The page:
Bisimulation up-to enhances the coinductive proof method for bisimilarity, providing efficient proof techniques for checking properties of different kinds of systems. We prove the soundness of such techniques in a fibrational setting, building on the seminal work of Hermida and Jacobs. This allows us to systematically obtain up-to techniques not only for bisimilarity but for a large class of coinductive predicates modelled as coalgebras. By tuning the parameters of our framework, we obtain novel techniques for unary predicates and nominal automata, a variant of the GSOS rule format for similarity, and a new categorical treatment of weak bisimilarity.
Bisimulation up-to enhances the coinductive proof method for bisimilarity, providing efficient proof techniques for checking properties of different kinds of systems. We prove the soundness of such techniques in a fibrational setting, building on the seminal work of Hermida and Jacobs. This allows us to systematically obtain up-to techniques not only for bisimilarity but for a large class of coinductive predicates modeled as coalgebras. The fact that bisimulations up to context can be safely used in any language specified by GSOS rules can also be seen as an instance of our framework, using the well-known observation by Turi and Plotkin that such languages form bialgebras. In the second part of the paper, we provide a new categorical treatment of weak bisimilarity on labeled transition systems and we prove the soundness of up-to context for weak bisimulations of systems specified by cool rule formats, as defined by Bloom to ensure congruence of weak bisimilarity. The weak transition systems obtained from such cool rules give rise to lax bialgebras, rather than to bialgebras. Hence, to reach our goal, we extend the categorical framework developed in the first part to an ordered setting. B Daniela Petrişan
Abstract. Bisimulation-up-to enhances the bisimulation proof method for process equivalence. We present its generalization from labelled transition systems to arbitrary coalgebras, and show that for a large class of systems, enhancements such as bisimulation up to bisimilarity, up to equivalence and up to context are sound proof techniques. This allows for simplified bisimulation proofs for many different types of state-based systems.
We present a systematic study of bisimulation-up-to techniques for coalgebras. This enhances the bisimulation proof method for a large class of state based systems, including labelled transition systems but also stream systems and weighted automata. Our approach allows for compositional reasoning about the soundness of enhancements. Applications include the soundness of bisimulation up to bisimilarity, up to equivalence and up to congruence. All in all, this gives a powerful and modular framework for simplified coinductive proofs of equivalence.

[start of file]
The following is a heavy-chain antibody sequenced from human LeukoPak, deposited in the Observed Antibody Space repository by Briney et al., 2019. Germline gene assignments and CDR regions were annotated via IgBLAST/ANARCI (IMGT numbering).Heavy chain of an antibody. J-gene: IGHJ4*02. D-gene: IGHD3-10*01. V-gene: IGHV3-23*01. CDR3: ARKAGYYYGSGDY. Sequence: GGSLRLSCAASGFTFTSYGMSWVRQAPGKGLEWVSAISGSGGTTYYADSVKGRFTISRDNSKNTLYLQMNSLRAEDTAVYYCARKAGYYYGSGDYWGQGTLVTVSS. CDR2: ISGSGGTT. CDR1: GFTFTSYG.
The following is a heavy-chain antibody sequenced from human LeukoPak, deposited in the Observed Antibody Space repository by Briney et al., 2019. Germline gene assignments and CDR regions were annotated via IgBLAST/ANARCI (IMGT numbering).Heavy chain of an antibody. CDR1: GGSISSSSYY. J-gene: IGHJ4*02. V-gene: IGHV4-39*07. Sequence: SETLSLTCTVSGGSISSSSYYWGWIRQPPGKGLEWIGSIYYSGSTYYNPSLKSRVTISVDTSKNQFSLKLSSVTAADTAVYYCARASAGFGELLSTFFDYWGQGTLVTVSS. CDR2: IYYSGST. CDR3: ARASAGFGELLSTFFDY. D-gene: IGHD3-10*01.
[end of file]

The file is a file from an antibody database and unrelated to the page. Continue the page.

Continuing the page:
Abstract. Distributive laws of a monad T over a functor F are categorical tools for specifying algebra-coalgebra interaction. They proved to be important for solving systems of corecursive equations, for the specification of well-behaved structural operational semantics and, more recently, also for enhancements of the bisimulation proof method. If T is a free monad, then such distributive laws correspond to simple natural transformations. However, when T is not free it can be rather difficult to prove the defining axioms of a distributive law. In this paper we describe how to obtain a distributive law for a monad with an equational presentation from a distributive law for the underlying free monad. We apply this result to show the equivalence between two different representations of context-free languages.
Automata learning is a popular technique for inferring minimal automata through membership and equivalence queries. In this paper, we generalise learning to the theory of coalgebras. The approach relies on the use of logical formulas as tests, based on a dual adjunction between states and logical theories. This allows us to learn, e.g., labelled transition systems, using Hennessy-Milner logic. Our main contribution is an abstract learning algorithm, together with a proof of correctness and termination.
Abstract. We use modal logic as a framework for coalgebraic trace semantics, and show the flexibility of the approach with concrete examples such as the language semantics of weighted, alternating and tree automata, and the trace semantics of generative probabilistic systems. We provide a sufficient condition under which a logical semantics coincides with the trace semantics obtained via a given determinization construction. Finally, we consider a condition that guarantees the existence of a canonical determinization procedure that is correct with respect to a given logical semantics. That procedure is closely related to Brzozowski's minimization algorithm.
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